There are many ways by which one can come up with a system design for modeling the patient encounter, observations therein, and the programs and regimens that the patient undergoes. The original developers of OpenMRS decided on one specific model, which is a well-defined and open concept dictionary. Concepts are specific information the system gathers. They are treated as question-answer information which can be entered in a form. For example, the ABDOMINAL EXAM FINDINGS concept is available in the dictionary and may have the following values for answers: NORMAL, ABNORMAL, MASS ABDOMINAL, ABDOMINAL TENDERNESS. A clinician performing the abdominal examination in a particular encounter will need only to choose the right answer to store from the known values. The values for the concepts can either be defined (like the above) or data type-driven (e.g., numeric for systolic blood pressure reading).
The concept dictionary remains open and generic such that concepts can be added later to support other diseases. For instance, concepts for the treatment of tuberculosis can be provided if none exist. Furthermore, in the interest of data integration, since data collected and maintained through OpenMRS may need to be integrated with other systems, OpenMRS can support mapping to other health information standards like HL7, SNOMED and ICD-10.
Under the Hood
OpenMRS is a Java-based system, specifically employing Spring and Hibernate. The tiered design has a distinct Service Layer that enables developers access and manipulation of the underlying concept and data model through an API. It is typically deployed in a Tomcat servlet container.
The functionalities of the system are implemented in the form of modules, which are self-contained Java packaged components. A specific OpenMRS instance is comprised of a set of modules which depend on the functionalities required. Each module can be fairly generic (e.g., the Patient Image module allows the system to capture the patient’s picture to be posted on the dashboard) or disease-centric (e.g., the Diabetes Management module, for diabetes-related concepts and observations). This characteristic of being module-driven is key as to why OpenMRS is more of a platform or framework, rather than a static, pre-designed application in itself. The community maintains a working database of modules, developed and matured over the course of several deployments. Moreover, the system is flexible enough to allow for the development of new modules.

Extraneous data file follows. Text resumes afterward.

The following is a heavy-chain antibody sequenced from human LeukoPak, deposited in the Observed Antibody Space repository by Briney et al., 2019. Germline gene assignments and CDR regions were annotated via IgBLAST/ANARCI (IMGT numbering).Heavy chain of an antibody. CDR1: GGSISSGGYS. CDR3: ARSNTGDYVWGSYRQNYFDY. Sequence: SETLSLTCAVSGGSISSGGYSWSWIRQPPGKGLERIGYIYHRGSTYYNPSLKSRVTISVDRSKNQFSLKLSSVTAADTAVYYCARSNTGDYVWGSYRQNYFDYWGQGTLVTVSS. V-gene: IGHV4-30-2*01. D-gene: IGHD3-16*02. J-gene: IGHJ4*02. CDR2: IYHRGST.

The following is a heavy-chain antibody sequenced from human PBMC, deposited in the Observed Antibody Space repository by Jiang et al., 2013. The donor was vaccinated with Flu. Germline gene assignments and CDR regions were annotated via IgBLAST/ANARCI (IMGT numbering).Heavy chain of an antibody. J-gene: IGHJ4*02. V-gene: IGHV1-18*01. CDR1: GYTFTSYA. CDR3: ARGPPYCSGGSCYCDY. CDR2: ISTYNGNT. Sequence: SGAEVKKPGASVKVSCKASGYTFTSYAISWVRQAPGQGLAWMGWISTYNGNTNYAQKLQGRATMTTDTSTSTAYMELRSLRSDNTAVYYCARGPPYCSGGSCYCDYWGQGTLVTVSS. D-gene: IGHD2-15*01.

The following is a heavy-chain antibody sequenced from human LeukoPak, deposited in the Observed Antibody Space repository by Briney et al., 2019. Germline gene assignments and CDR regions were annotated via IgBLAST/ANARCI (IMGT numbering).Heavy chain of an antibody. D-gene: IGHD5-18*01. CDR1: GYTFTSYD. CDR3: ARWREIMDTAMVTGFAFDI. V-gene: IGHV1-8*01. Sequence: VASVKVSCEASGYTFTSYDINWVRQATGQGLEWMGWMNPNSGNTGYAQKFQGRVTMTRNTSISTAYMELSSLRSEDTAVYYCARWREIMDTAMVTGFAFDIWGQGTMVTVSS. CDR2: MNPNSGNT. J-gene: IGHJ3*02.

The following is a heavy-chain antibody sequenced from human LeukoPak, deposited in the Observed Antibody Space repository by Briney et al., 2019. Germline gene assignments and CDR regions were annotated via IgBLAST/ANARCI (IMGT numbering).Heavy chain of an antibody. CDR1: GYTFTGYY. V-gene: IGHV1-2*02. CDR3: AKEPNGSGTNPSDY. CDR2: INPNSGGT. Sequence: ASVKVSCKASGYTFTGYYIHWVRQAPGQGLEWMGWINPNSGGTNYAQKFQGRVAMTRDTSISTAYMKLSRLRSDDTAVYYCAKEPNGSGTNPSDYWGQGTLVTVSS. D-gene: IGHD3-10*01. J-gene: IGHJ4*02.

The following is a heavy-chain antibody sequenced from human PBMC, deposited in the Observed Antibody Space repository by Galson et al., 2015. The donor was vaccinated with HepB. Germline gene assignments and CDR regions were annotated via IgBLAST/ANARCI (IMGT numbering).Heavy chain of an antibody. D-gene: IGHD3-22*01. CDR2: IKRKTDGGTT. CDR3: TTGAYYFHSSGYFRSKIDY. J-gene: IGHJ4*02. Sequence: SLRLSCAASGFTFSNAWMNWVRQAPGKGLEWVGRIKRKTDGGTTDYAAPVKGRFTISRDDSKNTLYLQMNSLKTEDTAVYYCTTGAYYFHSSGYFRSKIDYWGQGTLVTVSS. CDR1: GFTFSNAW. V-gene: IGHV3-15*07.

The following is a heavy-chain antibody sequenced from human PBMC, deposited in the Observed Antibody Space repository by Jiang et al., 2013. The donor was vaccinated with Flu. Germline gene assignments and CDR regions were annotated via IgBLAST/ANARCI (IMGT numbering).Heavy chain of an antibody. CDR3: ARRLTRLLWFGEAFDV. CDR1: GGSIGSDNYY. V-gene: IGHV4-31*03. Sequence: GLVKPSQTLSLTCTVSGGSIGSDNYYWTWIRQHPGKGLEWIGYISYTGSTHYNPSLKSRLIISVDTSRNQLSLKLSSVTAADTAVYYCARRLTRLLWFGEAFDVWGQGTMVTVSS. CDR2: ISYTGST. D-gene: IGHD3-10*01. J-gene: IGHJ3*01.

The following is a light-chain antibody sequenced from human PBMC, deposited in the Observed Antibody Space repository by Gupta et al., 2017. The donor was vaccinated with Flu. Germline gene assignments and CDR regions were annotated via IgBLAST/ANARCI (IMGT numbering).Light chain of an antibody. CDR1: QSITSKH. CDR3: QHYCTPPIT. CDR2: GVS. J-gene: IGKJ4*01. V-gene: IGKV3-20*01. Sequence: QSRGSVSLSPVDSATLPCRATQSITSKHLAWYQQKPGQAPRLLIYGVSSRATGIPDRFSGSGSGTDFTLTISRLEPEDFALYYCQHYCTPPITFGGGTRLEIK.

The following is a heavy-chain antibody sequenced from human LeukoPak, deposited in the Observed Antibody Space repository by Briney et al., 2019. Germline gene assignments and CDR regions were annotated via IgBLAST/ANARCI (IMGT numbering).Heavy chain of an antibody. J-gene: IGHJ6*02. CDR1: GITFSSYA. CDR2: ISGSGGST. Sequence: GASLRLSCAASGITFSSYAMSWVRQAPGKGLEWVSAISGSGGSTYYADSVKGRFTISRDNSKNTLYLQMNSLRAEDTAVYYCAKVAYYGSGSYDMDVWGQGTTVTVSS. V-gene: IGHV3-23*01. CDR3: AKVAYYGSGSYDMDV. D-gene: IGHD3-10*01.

Because it is an open-source effort, there are a lot of ways by which people can contribute to OpenMRS – whether as developers, testers, implementation experts or documentation writers. The system is supported by a healthy community of professionals interfacing primarily through the official site’s wiki and Confluence pages.
Within the health informatics sector, enabling integration between health care solutions and mobile clients is a growing trend. This is most relevant in telehealth scenarios wherein health care practitioners can gather and record data through a mobile client in resource-constrained locations, and allow the data to be stored and assessed in a central server. OpenMRS’ current activities in providing this functionality would be an excellent opportunity to maximize the value of the system.
Another angle by which to approach OpenMRS is to use it as a springboard to train people in general health informatics, and developers in basic and enterprise Java with Spring and Hibernate. It will provide students with a more relevant domain and real-world problems, promote the existence and value of OpenMRS, and hopefully increase awareness of IT professionals in health informatics and build up the technical experience that implementing organizations crucially require.
Locally, the annual global OpenMRS Implementers Meeting will be held in the Philippines on October 2012. This is an excellent opportunity to connect with OpenMRS deployers, developers and users.